The statements made by Franciscans and Methodists often take the same approach to the problems in the world of war and poverty, sharing common convictions and a common spirit.
It is said of Saint Francis – quite untrue, historically, as it happens – that he advised his friars to ‘Preach the gospel, and if necessary, use words.’ It seems it was first written only in the last century by Reinhold Niebhur, but it is the sort of advice that one could equally imagine being attributed too to John Wesley.
It is no accident that when the time in the Church year between early September and early October was being designated by the Churches as ‘Creation Time’ that it should begin with the Orthodox New Year, and end at the Feast of Saint Francis of Assisi.
But, you may ask, what has that to do with this evening’s Gospel reading, the Gospel reading for Harvest services this year in the Revised Common Lectionary?
Part of the life of Saint Francis includes the ‘Legend of the Three Companions’ which includes this story.
One day, while he was praying enthusiastically to the Lord, Saint Francis received this response: ‘Francis, everything you loved carnally and desired to have, you must despise and hate, if you wish to know my will. Because once you begin doing this, what before seemed delightful and sweet will be unbearable and bitter; and what before made you shudder will offer you great sweetness and enormous delight.’
He was overjoyed at this and was comforted by the Lord. One day he was riding his horse near Assisi, when he met a leper. And, even though he usually shuddered at lepers, he made himself dismount, and gave him a coin, kissing his hand as he did so.
After he accepted a kiss of peace from him, Saint Francis got back on his horse and continued on his way. He then began to consider himself less and less, until, by God’s grace, he came to complete victory over himself.
After a few days, he moved to a hospice of lepers, taking with him a large sum of money. Calling them all together, as he kissed the hand of each, he gave them alms. When he left there, what before had been bitter, that is, to see and touch lepers, was turned into sweetness.
For, as he said, the sight of lepers was so bitter to him, that he refused not only to look at them, but even to approach their dwellings. If he happened to come near their houses or to see them, even though he was moved by piety to give them alms through an intermediary, he always turned away his face and held his nose. With the help of God’s grace, he became such a servant and friend of the lepers, that, as he testified in his Testament, he stayed among them and served them with humility.
Our care for the environment cannot be separated from care for those who are on the margins of society. The Samaritan leper in this evening’s Gospel story is on the margins because of his health, his religious background, his ethnic background, his appearance, his social status … all the reasons that we, that I, find for discriminating against people.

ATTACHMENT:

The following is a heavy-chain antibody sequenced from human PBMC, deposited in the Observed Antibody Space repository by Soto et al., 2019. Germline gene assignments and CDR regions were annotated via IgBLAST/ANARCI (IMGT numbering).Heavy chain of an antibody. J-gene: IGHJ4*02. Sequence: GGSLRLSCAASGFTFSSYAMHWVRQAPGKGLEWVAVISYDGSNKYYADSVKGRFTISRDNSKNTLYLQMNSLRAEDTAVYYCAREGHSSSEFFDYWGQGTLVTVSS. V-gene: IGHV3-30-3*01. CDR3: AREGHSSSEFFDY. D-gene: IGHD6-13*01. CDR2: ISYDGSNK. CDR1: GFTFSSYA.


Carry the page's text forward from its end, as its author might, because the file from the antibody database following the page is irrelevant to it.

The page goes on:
Despite, all his great concerns for those on the margins, Francis admits his difficulties with the very sort of person who is at the heart of our Gospel story this evening.
No matter how often he showed himself to the priests, this one healed leper among ten was never going to be given a clean bill of health.
In a lecture this time last year, I was engaging students in the links between the Eucharist and the Creation. Later, in an email, a student quoted the late Father Herbert Edwin William Slade (1912-1999), a priest of the Society of Saint John the Evangelist or the Cowley Fathers in Oxford, who wrote:
The Eucharist is the supreme model of an intimacy with nature which is universal. All creation is God’s body. God indwells all of his creatures. God’s Spirit is present in all that God has made. Therefore, our intimacy with creation must never stop short at contemplative admiration.
God’s harvest, the Kingdom of God, is greater than our imaginations. It includes all aspects and dimensions of creation, the harvest of the fields, and a harvest of people, including even those I, the high priests, and Francis of Assisi are in danger of ignoring and leaving behind.
Who are the equivalent of the Samaritans and the lepers we are danger of counting out, leaving to one side, in the harvest the Church could be reaping today?
The harvest is greater than we can imagine, greater than we want to admit.
And constantly, Francis of Assisi, John Wesley, and Christ, yes Christ himself, challenge me to rethink my harvest values.